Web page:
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   holistic planning
  facilities last spring, shone a light on the system’s pre-existing vulnerabilities. Further, the need for LTC spaces will grow as boomers age. (See “Aging boom- ers,” right.)
Not surprisingly, the pandemic has radically shifted clients’ perceptions of long-term care. In a July 2020 survey conducted by Ryerson Univer- sity’s National Institute on Ageing (NIA), 60% of respondents — and 70% of those over age 65 — reported that Covid-19 had changed their opinion
on whether they would choose for themselves or
a loved one to live in a nursing or retirement home. Nearly all respondents said they planned to live safely and independently in their own homes for as long as possible.
Faisal Khorshid, a certified financial planner and senior executive consultant at Khorshid Nieth & Associates Private Wealth Management in Saska- toon, has noticed the shift. His clients, he said, “are more open to talking about their mortality and long- term care.”
“People are more interested in knowing about what kind of LTC benefits are available from the government, what kind of tax breaks they can get,” Khorshid said. “People need a clearer understanding of what type of long-term care they will need, what every province covers and what they don’t, and what the typical costs are. People shouldn’t have to dig to find these numbers.”
Advisors can help by providing roadmaps, refer- rals and resources that help clients navigate the system and understand what’s available. “Advisors don’t need to be geriatricians,” Henderson said, “but they do need to build their circles of care and expertise so that they know who to call when a client has questions about aging.”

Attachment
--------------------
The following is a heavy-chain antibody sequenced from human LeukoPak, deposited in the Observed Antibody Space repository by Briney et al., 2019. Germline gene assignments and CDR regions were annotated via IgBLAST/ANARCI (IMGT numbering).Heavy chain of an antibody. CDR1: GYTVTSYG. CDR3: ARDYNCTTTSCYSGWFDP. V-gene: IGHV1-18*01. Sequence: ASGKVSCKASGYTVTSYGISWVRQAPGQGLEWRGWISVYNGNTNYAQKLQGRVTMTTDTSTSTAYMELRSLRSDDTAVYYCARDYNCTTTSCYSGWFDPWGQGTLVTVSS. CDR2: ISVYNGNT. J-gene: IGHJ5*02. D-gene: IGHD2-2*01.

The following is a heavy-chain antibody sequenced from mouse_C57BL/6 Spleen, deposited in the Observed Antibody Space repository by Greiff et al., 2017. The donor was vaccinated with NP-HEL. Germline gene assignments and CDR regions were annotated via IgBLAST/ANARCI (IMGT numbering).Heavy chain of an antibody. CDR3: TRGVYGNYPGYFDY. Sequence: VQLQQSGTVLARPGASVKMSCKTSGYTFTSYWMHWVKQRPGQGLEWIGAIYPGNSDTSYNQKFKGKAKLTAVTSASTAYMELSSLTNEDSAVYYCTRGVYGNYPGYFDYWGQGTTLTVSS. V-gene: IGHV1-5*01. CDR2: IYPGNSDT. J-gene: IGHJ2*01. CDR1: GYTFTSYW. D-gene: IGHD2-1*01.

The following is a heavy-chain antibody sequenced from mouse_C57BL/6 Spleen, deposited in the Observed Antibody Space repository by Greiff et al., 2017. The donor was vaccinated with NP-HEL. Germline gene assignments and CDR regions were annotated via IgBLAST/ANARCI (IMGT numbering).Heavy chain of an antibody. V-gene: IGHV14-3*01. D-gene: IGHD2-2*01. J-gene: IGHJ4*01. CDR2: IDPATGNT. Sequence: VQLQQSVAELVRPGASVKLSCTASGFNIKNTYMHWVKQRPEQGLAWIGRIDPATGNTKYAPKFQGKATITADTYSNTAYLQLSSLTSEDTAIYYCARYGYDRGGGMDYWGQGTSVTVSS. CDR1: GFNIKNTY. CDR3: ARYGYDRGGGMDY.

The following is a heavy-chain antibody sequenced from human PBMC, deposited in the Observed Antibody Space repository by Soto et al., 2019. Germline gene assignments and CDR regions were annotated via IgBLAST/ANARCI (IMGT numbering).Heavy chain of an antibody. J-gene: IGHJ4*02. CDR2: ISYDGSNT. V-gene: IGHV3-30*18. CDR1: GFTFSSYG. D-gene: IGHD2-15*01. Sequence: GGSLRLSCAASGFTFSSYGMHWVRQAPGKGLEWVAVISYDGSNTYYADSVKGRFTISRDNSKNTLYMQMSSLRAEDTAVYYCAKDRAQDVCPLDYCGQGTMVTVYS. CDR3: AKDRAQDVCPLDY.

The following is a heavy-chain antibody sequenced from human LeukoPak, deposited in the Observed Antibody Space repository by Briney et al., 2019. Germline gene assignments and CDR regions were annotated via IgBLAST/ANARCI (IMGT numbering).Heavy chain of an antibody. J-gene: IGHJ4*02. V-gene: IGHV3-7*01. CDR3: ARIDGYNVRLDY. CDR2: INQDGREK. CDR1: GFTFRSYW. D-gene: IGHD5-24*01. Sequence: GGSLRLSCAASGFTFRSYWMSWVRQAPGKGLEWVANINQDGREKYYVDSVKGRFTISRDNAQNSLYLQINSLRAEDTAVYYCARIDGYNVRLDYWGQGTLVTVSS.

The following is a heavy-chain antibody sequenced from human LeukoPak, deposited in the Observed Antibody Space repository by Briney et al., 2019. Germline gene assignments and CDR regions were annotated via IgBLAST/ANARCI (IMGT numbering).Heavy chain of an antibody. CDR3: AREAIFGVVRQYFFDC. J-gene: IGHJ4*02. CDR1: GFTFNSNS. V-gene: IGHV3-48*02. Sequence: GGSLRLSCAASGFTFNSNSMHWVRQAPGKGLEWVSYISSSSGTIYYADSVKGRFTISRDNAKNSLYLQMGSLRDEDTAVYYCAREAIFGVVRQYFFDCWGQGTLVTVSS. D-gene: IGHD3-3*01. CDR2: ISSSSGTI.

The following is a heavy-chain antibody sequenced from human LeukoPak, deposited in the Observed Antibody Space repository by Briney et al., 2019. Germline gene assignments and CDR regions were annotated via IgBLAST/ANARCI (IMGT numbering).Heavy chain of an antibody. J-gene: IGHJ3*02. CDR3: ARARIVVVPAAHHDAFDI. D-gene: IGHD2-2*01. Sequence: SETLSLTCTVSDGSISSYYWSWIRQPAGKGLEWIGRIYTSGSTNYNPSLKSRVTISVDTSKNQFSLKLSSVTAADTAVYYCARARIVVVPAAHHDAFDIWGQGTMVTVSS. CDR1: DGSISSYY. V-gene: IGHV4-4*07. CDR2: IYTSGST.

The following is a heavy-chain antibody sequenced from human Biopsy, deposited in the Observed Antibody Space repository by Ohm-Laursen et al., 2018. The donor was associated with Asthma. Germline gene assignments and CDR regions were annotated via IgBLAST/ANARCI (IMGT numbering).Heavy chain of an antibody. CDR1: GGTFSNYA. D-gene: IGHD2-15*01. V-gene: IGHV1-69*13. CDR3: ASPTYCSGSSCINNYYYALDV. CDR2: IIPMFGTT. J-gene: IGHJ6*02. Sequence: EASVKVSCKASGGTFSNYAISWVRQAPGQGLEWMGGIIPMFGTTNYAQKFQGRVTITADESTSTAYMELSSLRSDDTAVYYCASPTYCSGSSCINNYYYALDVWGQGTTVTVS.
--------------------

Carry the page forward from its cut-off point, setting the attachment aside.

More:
Advisors can become more conversant in aging-related services like Meals on Wheels, for example, or programs such as 55-plus centres or Men’s Sheds groups for social connection or exer- cise. Advisors can also learn about experts available in their regions and their associated fees.
Advisors may also want to consider partnering with — and referring to — insurance specialists who are well-versed in underwriting long-term care or critical illness policies, for example. (See “Long-term care insurance,” p. 18.)
For all its heartbreak, said Henderson, who
is founder and CEO of the Long Term Care Planning Network in Toronto, the pandemic has also presented advisors with “a wonderful oppor- tunity to pick up the phone and say to their clients, ‘You know what? We need to talk about what you want and need as you age. And we’re going to have that conversation every year as part of our annual meeting.’”
Aging boomers
According to the National Institute on Ageing (NIA), based at Ryerson University in Toronto, the num- ber of Canadians over age 85 is expected to triple in the next 30 years — and the cost of caring for seniors in both nursing and private homes will also more than triple.
A November report from the School of Policy Studies at Queen’s University said 1.3% of GDP is currently spent on traditional long- term care. Unless governments
start investing in alternatives, the cost is expected to increase to 4.2% of GDP by 2041.

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